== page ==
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Cell Biology and Metabolism Program

Director: Juan S. Bonifacino, PhD
Website: cbmp.nichd.nih.gov

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The Cell Biology and Metabolism Program (CBMP) conducts research in various areas of molecular cell biology, including the mechanisms of intracellular protein traffic, organelle biogenesis, host-pathogen interactions, adaptive responses to environmental stresses, the biology of small non-coding RNAs and small proteins, and the regulation of the cell cycle during oogenesis. A salient feature of the CBMP is its outstanding capabilities in state-of-the-art fluorescence microscopy technologies, including various types of super-resolution microscopy. In addition, the CBMP maintains facilities for working with many model organisms, including bacteria, yeast, Drosophila, mice, and mammalian cells. Knowledge gained from the study of basic cellular processes is applied to the elucidation of the causes of human diseases, including disorders of protein traffic as well as neurodegeneration and microbial pathogenesis.

The Section on Intracellular Protein Trafficking, led by Juan Bonifacino, focuses on the molecular machinery involved in protein sorting to endosomes, lysosomes, lysosome-related organelles and various domains of the plasma membrane. Research over the past year elucidated the role of clathrin and the adaptor protein 1 (AP-1) complex in sorting of transmembrane receptors to the somatodendritic domain of hippocampal neurons and to the basolateral surface of polarized epithelial cells. The Section also demonstrated roles for AP-1 and AP-3 in sorting of the oculocutaneous albinism type 2 (OCA2) protein to melanosomes, and for the AP-2 complex in internalization of the beta-site amyloid precursor protein (APP)–cleaving enzyme 1 (BACE1), a key enzyme in the generation of the Alzheimer's disease amyloid-beta peptide.

The Section on Gamete Development, led by Mary Lilly,examines cell cycle regulation during oogenesis. Over the past year, the Section continued to examine the pathways that coordinate meiotic progression with gamete differentiation. From these studies, the Section defined the role of a structural nucleoporin, Seh1, in promoting meiotic progression and oocyte growth. In addition, the Section demonstrated that Seh1 interacts with a novel partner outside the context of the nuclear pore complex to orchestrate a response to cellular stress in the female germline. The Section continued to define the role of stress-response pathways in guiding oocytes through the early meiotic cycle.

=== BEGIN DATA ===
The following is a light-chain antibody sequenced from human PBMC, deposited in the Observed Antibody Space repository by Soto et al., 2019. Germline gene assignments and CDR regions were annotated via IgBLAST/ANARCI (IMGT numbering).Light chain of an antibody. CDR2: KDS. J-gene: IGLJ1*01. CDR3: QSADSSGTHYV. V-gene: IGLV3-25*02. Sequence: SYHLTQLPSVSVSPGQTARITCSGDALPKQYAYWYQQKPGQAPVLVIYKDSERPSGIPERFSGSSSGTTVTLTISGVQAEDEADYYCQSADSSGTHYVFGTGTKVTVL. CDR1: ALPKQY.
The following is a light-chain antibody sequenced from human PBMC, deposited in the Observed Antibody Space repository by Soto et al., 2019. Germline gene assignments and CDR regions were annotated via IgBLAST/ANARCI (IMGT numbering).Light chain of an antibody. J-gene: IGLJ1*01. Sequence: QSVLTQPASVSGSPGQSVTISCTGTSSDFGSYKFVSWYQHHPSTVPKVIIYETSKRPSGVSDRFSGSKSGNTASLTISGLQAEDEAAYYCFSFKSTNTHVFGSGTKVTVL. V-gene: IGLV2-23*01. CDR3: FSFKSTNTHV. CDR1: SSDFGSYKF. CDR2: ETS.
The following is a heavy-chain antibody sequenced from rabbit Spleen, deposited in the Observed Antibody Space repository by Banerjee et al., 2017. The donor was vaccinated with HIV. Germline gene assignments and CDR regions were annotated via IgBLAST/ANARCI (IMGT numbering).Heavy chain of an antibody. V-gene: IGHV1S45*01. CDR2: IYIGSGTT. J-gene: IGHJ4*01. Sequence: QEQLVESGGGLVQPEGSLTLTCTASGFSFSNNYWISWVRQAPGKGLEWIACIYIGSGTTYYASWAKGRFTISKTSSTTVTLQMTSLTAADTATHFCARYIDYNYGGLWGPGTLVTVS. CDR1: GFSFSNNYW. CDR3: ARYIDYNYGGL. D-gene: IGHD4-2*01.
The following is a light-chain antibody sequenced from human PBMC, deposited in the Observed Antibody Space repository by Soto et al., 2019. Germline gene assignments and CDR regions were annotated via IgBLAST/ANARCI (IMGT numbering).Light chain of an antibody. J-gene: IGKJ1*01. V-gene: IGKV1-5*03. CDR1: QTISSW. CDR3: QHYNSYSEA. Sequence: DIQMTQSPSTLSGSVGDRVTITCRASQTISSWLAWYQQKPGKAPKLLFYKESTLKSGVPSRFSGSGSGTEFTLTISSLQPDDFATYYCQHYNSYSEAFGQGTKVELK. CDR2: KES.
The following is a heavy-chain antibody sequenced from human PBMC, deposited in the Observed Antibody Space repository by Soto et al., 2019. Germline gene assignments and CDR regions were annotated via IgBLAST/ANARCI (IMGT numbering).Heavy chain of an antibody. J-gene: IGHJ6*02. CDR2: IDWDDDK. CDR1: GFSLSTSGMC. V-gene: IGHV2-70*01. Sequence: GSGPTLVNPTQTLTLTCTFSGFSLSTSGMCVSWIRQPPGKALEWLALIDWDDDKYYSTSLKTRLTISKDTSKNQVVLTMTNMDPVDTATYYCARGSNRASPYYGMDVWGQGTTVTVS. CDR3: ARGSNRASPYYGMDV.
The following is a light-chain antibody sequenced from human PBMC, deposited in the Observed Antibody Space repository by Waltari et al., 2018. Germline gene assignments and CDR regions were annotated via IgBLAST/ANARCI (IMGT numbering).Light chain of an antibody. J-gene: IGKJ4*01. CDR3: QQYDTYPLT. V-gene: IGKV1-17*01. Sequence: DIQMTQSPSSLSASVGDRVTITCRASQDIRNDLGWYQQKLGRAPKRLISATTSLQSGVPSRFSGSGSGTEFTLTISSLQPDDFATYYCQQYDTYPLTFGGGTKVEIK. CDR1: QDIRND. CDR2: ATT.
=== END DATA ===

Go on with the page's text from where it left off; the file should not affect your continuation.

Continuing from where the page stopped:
Jennifer Lippincott-Schwartz's Section on Organelle Biology continued to investigate new features of cellular processes by using novel fluorescence imaging approaches combined with quantitative analysis and mathematical modeling. Among the areas of investigation were (i) mitochondrial morphology and its regulation of cell cycle progression and cell cycle exit into differentiation, (ii) multiscale diffusion in the mitotic fly syncytial blastoderm, (iii) Rab10 and myosin-Va mediation of insulin-stimulated GLUT4 storage vesicle translocation in adipocytes, (iv) primary cilia utilization of glycoprotein-dependent adhesion mechanisms to stabilize long-lasting cilia-cilia contacts, (v) computational modeling of cytokinetic abscission driven by ESCRT-III polymerization, (vi) super-resolution imaging by bleaching/blinking-assisted localization microscopy, and (vii) plasticity of the asialoglycoprotein receptor deciphered by ensemble FRET imaging and single-molecule–counting PALM imaging.

The Unit on Microbial Pathogenesis, headed by Matthias Machner, analyzes host-pathogen interactions during Legionnaires' disease, a potentially fatal pneumonia caused by the bacterium Legionella pneumophila. Of particular interest are bacterial proteins, so called effectors, that are delivered into the host cell cytosol, where they alter signaling processes in order to create conditions favorable for survival and replication of the pathogen. The Unit continued its in-depth analysis of the bacterial infection cycle by identifying novel host targets for translocated effectors and determining their importance for Legionella virulence. Major progress was made in the characterization of small GTPases that function as key regulators of vesicle traffic in eukaryotic cells—effectors that exploit intracellular cargo transport by chemically modifying Rab proteins.

The Section on Environmental Gene Regulation, headed by Gisela Storz, studies small, regulatory RNAs in E. coli. Many of these bacterial RNAs act analogously to eukaryotic miRNA and siRNAs to regulate mRNA stability and translation. Along with identifying additional small RNAs and characterizing their functions, the Section helped develop general tools for the study of the RNA regulators. The Section also initiated a project to identify and characterize another category of largely overlooked genes that encode small proteins of less than 50 amino acids. Systematic screens for growth conditions that lead to increased expression and for phenotypes associated with null mutations, combined with the identification of copurifying proteins, are yielding insights into the physiological roles of these small proteins.

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